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Unitaid makes US$31 million investment in harm reduction efforts to prevent hepatitis C among people who inject drugs


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Work in 10 countries will integrate hepatitis C services into harm reduction programs and pilot underused products to reduce health risks of injection drug use

Hepatitis C is becoming increasingly relegated to neglected populations that are too often overlooked by global health responses.”

— Karin Timmermans, Unitaid

MELBOURNE, AUSTRALIA, April 18, 2023/ — In a major boost to harm reduction efforts, global health agency Unitaid today announced a US$31 million commitment to preventing hepatitis C among people who inject drugs and other at-risk populations such as people in prisons. The prevention tools and approaches will also help prevent transmission of other blood-borne diseases including HIV.

Breakthrough advances in recent years have made hepatitis C treatment highly effective and affordable in most low- and middle-income countries. However, limited awareness and insufficient access to care severely hinder efforts to eliminate the disease, particularly amongst communities where rates of transmission are the highest.

Though people who inject drugs represent just 10% of the 58 million people infected with hepatitis C worldwide, injection drug use contributes to 43% of all new infections.

Unitaid’s funding will support the integration of hepatitis C testing and treatment within harm reduction programs and trial the use of two products to prevent infection: low dead space syringes and new, long-acting formulations of buprenorphine, a medicine used in opioid agonist therapy.

Low dead space syringes have a smaller reservoir where blood can remain after use, which limits the risk of transmitting blood-borne infections when needles are shared. Slow-release formulations of buprenorphine, a medicine that reduces opioid cravings and withdrawal, could provide a valuable option for clients who face challenges with daily doses of the oral formulation, such as high out-of-pocket expenses, police harassment, or discrimination.

Apart from some limited use in Ukraine, long-acting buprenorphine is not available in any low- or middle-income country. And, though many countries have low dead space syringes, critical gaps in understanding and user preferences have severely hindered their uptake.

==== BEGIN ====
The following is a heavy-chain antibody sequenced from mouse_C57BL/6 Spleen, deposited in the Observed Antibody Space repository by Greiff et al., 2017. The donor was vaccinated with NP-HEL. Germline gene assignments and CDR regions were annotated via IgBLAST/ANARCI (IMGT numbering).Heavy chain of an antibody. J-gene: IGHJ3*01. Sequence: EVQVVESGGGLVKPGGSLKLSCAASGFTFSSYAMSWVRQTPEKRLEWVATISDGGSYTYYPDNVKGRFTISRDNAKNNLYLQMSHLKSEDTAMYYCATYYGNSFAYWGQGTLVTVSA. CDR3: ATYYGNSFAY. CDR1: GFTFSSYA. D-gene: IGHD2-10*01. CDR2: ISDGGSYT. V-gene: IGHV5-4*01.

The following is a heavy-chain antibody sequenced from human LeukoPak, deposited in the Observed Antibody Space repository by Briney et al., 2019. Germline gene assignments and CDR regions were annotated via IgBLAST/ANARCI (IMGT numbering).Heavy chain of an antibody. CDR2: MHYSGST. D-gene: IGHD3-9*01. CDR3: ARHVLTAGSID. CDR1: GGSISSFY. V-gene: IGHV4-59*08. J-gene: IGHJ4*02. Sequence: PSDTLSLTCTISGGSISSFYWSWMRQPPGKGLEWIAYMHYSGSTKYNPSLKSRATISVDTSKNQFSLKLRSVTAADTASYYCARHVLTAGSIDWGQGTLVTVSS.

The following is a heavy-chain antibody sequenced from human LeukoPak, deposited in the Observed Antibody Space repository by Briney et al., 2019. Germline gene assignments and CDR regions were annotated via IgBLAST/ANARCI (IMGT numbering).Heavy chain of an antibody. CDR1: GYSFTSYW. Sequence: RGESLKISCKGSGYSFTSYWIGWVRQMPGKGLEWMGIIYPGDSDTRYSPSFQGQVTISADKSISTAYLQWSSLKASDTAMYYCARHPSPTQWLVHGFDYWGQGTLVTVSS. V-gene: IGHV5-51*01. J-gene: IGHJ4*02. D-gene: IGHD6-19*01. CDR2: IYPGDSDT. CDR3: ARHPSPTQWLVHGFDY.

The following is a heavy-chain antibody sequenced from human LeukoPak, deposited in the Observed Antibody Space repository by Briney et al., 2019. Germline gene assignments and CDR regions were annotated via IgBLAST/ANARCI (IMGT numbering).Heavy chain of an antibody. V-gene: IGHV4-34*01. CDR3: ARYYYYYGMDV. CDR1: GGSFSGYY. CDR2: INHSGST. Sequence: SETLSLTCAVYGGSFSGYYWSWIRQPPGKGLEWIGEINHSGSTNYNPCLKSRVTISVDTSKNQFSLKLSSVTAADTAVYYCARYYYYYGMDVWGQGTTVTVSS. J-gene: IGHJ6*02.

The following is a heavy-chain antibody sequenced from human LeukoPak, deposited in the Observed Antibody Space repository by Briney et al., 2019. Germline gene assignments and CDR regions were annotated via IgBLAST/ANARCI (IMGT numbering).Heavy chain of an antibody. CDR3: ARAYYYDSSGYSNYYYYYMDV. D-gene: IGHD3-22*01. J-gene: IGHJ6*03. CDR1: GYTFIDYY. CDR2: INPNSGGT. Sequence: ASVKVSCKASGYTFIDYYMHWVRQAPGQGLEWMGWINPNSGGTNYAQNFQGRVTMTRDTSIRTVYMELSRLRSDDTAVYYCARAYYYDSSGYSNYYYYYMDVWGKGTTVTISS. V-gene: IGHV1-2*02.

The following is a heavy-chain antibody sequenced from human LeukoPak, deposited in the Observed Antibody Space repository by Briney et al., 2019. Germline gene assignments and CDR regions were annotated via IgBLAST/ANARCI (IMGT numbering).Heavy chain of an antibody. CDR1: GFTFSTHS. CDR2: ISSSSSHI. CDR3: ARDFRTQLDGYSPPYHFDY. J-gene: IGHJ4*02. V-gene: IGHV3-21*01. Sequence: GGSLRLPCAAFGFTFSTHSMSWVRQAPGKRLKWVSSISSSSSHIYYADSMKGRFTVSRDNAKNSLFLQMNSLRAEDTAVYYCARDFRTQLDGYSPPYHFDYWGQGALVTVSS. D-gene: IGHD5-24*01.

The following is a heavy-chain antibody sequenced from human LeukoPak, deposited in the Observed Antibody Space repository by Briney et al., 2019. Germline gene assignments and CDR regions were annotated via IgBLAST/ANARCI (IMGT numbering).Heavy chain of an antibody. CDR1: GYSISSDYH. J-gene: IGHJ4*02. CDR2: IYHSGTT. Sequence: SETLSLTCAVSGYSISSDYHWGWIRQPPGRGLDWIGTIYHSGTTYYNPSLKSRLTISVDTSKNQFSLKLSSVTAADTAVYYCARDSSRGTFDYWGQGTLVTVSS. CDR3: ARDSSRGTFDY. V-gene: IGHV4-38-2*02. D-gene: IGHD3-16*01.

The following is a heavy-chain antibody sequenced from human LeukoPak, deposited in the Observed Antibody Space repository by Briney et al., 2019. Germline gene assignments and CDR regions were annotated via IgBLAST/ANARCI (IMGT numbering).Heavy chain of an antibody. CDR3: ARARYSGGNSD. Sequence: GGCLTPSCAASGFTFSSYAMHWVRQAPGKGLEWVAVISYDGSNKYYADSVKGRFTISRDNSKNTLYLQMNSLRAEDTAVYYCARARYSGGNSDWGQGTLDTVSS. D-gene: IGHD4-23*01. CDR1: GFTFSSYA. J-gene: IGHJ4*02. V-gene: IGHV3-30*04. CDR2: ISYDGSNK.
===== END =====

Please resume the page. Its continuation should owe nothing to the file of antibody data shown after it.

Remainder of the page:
“Hepatitis C is becoming increasingly relegated to neglected populations that are too often overlooked by global health responses,” said Karin Timmermans, Senior Technical Manager at Unitaid, speaking at the 27th Harm Reduction International Conference in Melbourne. “Unitaid is proud to step up in support of harm reduction approaches to treat and prevent hepatitis C among people who face the greatest barriers to care.”

“We welcome Unitaid’s commitment to prevent hepatitis C through harm reduction approaches and, importantly, for centering meaningful community involvement from its inception,” said Judy Chang, Executive Director of the International Network of People who Use Drugs (INPUD). “Funding community-led research and advocacy on the best approaches to prevent and treat hepatitis C is an important step towards promoting a more equitable health landscape. We look forward to working with Unitaid and partners to ensure our voices and perspectives are heard and represented.”

80% of all those affected by hepatitis C live in low- and middle-income countries. People who face the greatest barriers to accessing healthcare are disproportionately impacted.

Both hepatitis C and harm reduction have been critically underfunded, further marginalizing already vulnerable populations. Unitaid’s investment represents a 20% increase in funding in support of harm reduction in low- and middle-income countries.

“By prioritizing harm reduction, we can ensure that people at greatest risk have access to the tools they need to protect themselves from hepatitis C and other blood-borne infections,” said Dr Meg Doherty, Director of Global HIV, Hepatitis, and Sexually Transmitted Infection Programs, World Health Organization. “This investment will not only benefit the communities of people who inject drugs directly targeted by the projects, but it will also contribute to broader public health. We commend Unitaid for its leadership and commitment to promoting health equity.”

Implemented through three complementary projects in a total of ten countries, Frontline AIDS, Médecins du Monde and PATH will work to ensure people at greatest risk are aware of the need for hepatitis C testing and have quick and easy access to treatment.

The projects will also generate evidence critical to enabling the broader use of low dead space syringes and long-acting buprenorphine, including understanding user preferences, addressing high costs, increasing demand, and demonstrating effective delivery.

Both products will be piloted at sites in Egypt, India, Kyrgyzstan, Nigeria, South Africa, Tanzania, Ukraine, and Vietnam. Sites in two additional countries – Armenia and Georgia – will trial low dead space syringes. All ten countries will integrate service delivery within harm reduction programs.

This latest initiative builds on a longstanding commitment from Unitaid to address hepatitis C. Previous support has helped drive down the cost of services, simplify screening and diagnosis, demonstrate effective delivery strategies to reach at-risk populations, and increase awareness.

Maggie Zander
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